PaperCut NG/MF normally relies on the underlying operating system and the associated print queues to perform authentication. For example, in normal operation, a user logs into a workstation using a domain/network level authentication method such as a username and password. The print queues also use this authentication and PaperCut NG/MF can trust the supplied identity. However, in some network environments, relying on network level authentication is either not possible, or not reliable. Common examples include:
All users log in with a common generic username and password meaning that it's not possible to distinguish between users.
A print queueA print queue displays information about documents that are waiting to be printed, such as the printing status, document owner, and number of pages to print. You can use the print queue to view, pause, resume, restart, and cancel print jobs. that does not enforce authentication.
For a detailed explanation of print authentication, see Print authentication.
How does popup authentication work?
Popup authentication matches the source IP address of the print job with the user confirmed to be operating from the popup client IP address. The workflow is as follows:
The user initiates a print job to a server-hosted, PaperCut NG/MF-managed, queue (printer) via unauthenticated print protocol.
The print job arrives in the print queue and because of the unauthenticated protocol, the username cannot be trusted.
PaperCut NG/MF uses the job's source IP address to determine the PaperCut NG/MF popup client it should contact for authentication.
The user is prompted to enter their username and password, which are then verified against PaperCut NG/MF's configured directory source. If the credentials are correct, the user is considered authenticated at that client.
The print job is attributed to the authenticated user.
Depending on configuration, the server might remember the association between the IP address and the authenticated user for a period of time.
Where and when should popup authentication be used?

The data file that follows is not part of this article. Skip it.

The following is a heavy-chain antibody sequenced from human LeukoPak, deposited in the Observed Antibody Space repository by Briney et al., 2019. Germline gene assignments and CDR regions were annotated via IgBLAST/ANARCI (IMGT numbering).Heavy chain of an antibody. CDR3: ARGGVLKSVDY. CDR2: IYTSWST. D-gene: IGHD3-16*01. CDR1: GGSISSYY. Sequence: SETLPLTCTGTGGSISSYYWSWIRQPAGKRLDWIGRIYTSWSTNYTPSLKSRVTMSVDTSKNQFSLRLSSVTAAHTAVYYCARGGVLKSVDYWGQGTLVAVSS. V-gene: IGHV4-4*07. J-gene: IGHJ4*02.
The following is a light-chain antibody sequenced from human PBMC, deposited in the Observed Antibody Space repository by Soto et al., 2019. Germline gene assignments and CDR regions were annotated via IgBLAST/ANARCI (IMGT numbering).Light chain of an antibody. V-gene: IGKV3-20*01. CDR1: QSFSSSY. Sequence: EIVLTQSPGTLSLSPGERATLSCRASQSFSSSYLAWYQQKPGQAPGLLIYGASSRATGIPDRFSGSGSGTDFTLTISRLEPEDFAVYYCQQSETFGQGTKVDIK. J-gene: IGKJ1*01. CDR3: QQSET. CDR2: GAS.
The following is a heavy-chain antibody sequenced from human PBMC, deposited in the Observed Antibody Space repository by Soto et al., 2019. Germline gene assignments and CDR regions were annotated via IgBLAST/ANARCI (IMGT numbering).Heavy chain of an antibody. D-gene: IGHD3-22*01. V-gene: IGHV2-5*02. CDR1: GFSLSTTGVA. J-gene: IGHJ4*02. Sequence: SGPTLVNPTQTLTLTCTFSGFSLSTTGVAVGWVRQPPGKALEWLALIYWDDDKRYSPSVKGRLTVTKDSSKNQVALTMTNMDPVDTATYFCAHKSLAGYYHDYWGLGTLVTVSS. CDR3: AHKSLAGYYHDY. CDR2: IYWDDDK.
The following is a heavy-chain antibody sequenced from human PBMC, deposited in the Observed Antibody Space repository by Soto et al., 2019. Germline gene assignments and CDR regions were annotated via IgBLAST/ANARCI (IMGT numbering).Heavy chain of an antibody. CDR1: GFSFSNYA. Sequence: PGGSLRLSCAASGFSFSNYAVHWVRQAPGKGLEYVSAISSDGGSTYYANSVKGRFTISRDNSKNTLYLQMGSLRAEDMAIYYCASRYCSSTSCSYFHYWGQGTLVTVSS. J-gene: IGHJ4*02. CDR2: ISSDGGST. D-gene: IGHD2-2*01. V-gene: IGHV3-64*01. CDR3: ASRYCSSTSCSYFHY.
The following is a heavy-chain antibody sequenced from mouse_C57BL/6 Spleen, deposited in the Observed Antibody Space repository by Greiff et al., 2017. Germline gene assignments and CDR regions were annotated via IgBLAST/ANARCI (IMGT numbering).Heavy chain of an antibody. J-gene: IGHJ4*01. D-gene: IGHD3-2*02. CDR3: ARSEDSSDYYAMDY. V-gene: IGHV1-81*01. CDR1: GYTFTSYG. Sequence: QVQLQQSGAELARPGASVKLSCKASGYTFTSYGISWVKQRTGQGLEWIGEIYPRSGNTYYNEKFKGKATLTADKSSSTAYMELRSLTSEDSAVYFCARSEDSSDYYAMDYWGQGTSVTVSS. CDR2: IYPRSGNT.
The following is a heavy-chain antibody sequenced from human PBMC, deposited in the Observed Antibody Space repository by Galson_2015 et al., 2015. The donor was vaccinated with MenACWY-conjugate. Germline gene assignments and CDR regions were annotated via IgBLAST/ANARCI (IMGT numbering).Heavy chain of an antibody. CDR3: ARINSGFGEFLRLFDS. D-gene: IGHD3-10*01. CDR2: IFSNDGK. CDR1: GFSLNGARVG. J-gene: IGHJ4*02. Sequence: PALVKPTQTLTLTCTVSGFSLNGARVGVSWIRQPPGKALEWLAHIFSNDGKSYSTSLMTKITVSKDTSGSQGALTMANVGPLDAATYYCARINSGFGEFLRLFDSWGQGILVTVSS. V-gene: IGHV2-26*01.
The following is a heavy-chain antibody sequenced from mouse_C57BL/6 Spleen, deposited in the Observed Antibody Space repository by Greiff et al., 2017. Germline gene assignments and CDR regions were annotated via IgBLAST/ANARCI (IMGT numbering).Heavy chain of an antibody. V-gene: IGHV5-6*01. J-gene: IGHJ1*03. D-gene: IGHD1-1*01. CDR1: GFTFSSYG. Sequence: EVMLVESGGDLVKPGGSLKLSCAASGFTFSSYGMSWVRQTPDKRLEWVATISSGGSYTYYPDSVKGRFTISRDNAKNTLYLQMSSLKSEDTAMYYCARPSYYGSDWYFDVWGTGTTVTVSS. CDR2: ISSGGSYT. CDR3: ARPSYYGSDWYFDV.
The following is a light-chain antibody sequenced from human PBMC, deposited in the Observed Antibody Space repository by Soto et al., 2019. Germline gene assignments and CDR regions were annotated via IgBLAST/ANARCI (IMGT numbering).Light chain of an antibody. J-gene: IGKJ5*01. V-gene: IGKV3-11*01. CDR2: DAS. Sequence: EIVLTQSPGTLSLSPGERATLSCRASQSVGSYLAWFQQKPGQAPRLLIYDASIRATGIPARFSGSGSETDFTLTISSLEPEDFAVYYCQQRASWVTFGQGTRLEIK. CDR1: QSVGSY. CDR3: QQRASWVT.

Some real life examples include:
The Student Lab
Some student labs are set up so everyone logs in using a generic username and password. For example, username: student, password: student. This is common in Apple Mac labs, where enabling multi-user authentication is complex and can often prevent selected applications from running correctly.
LPR/LPD or CUPS
The Line Printer Daemon print protocol, often used in UNIX environments, is a non-authenticated system. The username associated with the print jobs is passed through to the print queue, however, the name is not verified and can easily be forged. An extra level of authentication is required.
CUPSCommon User Printing System (CUPS) is a printing system for Unix operating systems that allows a computer to act as a print server. A computer running CUPS is a host that can accept print jobs from client computers, process them, and send them to the appropriate printer., the modern print system often used on Linux, Apple Mac and some Unix systems, is often implemented in a non-authenticated fashion. Although CUPS can support authentication, technical considerations such as the inability to interface with Active Directory domain authentication often prevent its use.
Mac print queues
Mac OS X server use the CUPS print system. Current Apple implementations prevent administrators from enabling CUPS authentication. This is not usually a problem in an environment where you can control logins at individual workstation level. It does, however, pose a problem if users have local admin access - for example, individual owned laptops. PaperCut NG/MF popup authenticationPopup authentication involves matching the source IP address of the print job with the user confirmed to be operating from the popup client IP address. Authentication is provided by the PaperCut NG/MF client software in the form of a popup dialog requesting a username and password. To print with popup authentication the client software must be running on the workstations or laptops. provides a way to work around the non-authentication issue.
For more information, including a discussion of platform specific issues, see Print authentication.
Macs and popup authentication
Popup authentication is often required on Mac networks supporting a mix of lab systems authenticated via a directory service and unauthenticated laptop systems. Advanced administrators might review Eliminating popup authentication via Mac Login Hook to streamline login on the secured lab systems.
iPad / iOS Printing and popup authentication